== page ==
The Laboratoire International Associé between the Centre National de la Recherche Scientifique and the University of Illinois at Urbana-Champaign was launched at the end of 2012. Its primary objective is to develop methods for high-performance molecular simulation with the aim of understanding the function of complex biological assemblies, transcending the frontiers of traditional disciplines by uniting mathematicians, physicists, theoretical chemists and biologists on both sides of the Atlantic. In France, the major contributors are located at the Université de Lorraine, the École des Ponts ParisTech, the Institut de Biologie et Chimie des Protéines-Université Claude Bernard and the Laboratoire d'Ingénierie des Systèmes Macromoléculaires-Université d'Aix-Marseille. In the United States, the contributors belong to the NIH Resource for Macromolecular Modeling and Bioinformatics. In Nancy, the partner is a theoretical chemistry and biophysics group incepted in 2003. Its expertise lies in describing the structure and the dynamic properties of the biological membrane and elucidating the mechanisms of the cell machinery. To attain this goal, its members leverage numerical simulations over size and timescales commensurate with the biological process at hand. Over the years, the team has gleaned milestone results in such diverse research areas as membrane transport, interaction with the biological membrane, membrane protein structure and function, as well as self-organized molecular systems. They also develop original approaches in the field of free-energy calculations, as well as that of intermolecular potentials.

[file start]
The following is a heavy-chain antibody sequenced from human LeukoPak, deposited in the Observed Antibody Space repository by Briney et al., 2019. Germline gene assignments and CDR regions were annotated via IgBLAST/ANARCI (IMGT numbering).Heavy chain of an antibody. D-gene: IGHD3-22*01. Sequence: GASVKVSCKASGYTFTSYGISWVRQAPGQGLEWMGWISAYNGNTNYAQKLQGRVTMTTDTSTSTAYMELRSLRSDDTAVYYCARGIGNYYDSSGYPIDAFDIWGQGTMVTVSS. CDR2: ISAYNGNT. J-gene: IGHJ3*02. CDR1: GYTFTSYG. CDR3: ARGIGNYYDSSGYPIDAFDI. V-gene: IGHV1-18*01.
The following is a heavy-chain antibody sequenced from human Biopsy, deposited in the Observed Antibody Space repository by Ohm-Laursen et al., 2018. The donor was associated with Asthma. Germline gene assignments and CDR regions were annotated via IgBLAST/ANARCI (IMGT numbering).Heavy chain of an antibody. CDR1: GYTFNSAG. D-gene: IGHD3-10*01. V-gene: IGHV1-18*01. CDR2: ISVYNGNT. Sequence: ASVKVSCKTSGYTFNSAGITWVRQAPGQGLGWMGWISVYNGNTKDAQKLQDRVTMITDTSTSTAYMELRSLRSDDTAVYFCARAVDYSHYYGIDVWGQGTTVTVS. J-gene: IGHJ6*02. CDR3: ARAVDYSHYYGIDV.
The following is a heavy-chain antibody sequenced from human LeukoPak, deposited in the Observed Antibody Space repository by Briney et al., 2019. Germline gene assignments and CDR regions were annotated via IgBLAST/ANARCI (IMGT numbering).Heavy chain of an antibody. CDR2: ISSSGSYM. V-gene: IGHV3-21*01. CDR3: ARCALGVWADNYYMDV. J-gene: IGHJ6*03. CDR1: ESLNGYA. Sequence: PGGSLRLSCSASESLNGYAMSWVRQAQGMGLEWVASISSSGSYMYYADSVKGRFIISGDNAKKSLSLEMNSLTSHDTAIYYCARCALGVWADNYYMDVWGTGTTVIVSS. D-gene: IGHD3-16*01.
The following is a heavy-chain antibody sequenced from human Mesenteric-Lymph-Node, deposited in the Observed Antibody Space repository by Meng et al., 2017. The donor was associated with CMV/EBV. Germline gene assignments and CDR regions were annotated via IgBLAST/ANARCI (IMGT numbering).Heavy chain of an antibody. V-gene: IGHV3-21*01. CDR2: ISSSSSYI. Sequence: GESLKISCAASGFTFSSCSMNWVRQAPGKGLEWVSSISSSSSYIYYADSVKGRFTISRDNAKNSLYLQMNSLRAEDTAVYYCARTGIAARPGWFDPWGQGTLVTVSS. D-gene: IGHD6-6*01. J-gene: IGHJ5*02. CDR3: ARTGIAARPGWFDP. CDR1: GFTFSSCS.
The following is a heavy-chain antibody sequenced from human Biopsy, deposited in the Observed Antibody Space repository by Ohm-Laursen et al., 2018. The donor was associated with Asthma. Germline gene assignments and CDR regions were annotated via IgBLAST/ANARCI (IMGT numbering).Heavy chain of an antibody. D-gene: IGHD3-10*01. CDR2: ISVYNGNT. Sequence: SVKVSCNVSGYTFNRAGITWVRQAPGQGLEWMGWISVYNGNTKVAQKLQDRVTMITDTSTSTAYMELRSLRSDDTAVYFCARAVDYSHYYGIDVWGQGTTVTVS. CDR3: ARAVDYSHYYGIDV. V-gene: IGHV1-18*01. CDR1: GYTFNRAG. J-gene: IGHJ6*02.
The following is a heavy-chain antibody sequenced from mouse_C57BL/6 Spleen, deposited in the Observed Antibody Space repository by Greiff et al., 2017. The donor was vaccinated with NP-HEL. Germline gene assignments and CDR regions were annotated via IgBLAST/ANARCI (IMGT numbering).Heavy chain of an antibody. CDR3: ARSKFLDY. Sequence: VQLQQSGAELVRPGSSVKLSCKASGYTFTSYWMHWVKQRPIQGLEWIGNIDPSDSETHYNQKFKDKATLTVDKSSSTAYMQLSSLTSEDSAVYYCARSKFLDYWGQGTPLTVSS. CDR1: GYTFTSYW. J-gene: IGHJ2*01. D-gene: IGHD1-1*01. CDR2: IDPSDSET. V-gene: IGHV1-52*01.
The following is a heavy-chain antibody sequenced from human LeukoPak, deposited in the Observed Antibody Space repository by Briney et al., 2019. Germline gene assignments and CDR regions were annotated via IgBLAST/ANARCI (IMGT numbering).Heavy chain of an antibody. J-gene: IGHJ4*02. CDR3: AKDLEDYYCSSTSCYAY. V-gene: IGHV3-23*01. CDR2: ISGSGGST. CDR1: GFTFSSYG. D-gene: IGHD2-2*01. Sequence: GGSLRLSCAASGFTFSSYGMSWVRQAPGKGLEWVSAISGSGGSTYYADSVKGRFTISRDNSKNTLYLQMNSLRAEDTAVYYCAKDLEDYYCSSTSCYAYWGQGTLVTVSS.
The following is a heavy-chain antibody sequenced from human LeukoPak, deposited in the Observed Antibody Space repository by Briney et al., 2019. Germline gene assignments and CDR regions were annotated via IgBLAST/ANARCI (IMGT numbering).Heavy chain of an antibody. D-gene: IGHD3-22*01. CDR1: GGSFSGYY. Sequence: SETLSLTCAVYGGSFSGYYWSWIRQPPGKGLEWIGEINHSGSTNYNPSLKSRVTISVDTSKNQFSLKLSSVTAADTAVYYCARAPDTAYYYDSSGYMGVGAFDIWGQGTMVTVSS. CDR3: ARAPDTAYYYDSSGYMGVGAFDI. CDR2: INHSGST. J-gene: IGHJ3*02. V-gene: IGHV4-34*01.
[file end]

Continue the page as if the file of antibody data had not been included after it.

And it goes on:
2015 Biophysical Society Meeting, Baltimore, Maryland. This year, Klaus Schulten from the University of Illinois at Urbana-Champaign gave the prestigious National Lecture. The National Lecturer is the highest award given each year by the Biophysical Society. During the lecture that he delivered on Monday evening at the annual meeting in Baltimore, Klaus Schulten brought theoretical and computational biophysics to the forefront of the field through cogent illustrations. Reminiscing a conversation with an experimentalist, Klaus emphasized that one of the key advantages of molecular simulations is that “it doesn’t only agree with the experiment, it tells you more”. Before a riveted audience, he showed true discoveries made with what he refers to a computational microscope in such complex biological objects as the capsid of the human immunodeficiency virus and a bacterial chromatophore, an organelle that transforms light energy into chemical energy.
Correlation of bistranded clustered abasic DNA lesion processing with structural and dynamic DNA helix distortion.
Nucleic Acids Res.
2016, (44), 8588-8599.
Wang, S.; Zhao, T.; Shao, X.; Chipot, C.; Cai, W.
Complex movements in rotaxanes: Shuttling coupled with conformational transition of cyclodextrins
J. Phys. Chem. C
2016, (120), 19479-19486.
Gattuso, H.; Durand, E.; Bignon, E.; Morell, C.; Georgakilas, A. G.; Dumont, E.; Chipot, C.; Dehez, F.; Monari, A.
Repair rate of clustered abasic DNA lesions by human endonuclease: Molecular bases of sequence specificity
J. Phys. Chem. Lett
2016, (19), 3760-3765.
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